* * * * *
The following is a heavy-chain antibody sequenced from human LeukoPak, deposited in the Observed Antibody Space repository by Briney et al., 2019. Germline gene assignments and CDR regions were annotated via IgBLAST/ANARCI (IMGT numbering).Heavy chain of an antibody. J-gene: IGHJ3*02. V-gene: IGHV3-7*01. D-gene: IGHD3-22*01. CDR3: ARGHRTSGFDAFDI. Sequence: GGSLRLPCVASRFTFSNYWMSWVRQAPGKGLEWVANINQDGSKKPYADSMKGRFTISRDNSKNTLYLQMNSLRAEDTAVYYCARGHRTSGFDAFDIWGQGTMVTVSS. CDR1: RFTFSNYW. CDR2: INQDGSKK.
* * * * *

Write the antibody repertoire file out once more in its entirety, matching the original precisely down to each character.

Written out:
The following is a heavy-chain antibody sequenced from human LeukoPak, deposited in the Observed Antibody Space repository by Briney et al., 2019. Germline gene assignments and CDR regions were annotated via IgBLAST/ANARCI (IMGT numbering).Heavy chain of an antibody. J-gene: IGHJ3*02. V-gene: IGHV3-7*01. D-gene: IGHD3-22*01. CDR3: ARGHRTSGFDAFDI. Sequence: GGSLRLPCVASRFTFSNYWMSWVRQAPGKGLEWVANINQDGSKKPYADSMKGRFTISRDNSKNTLYLQMNSLRAEDTAVYYCARGHRTSGFDAFDIWGQGTMVTVSS. CDR1: RFTFSNYW. CDR2: INQDGSKK.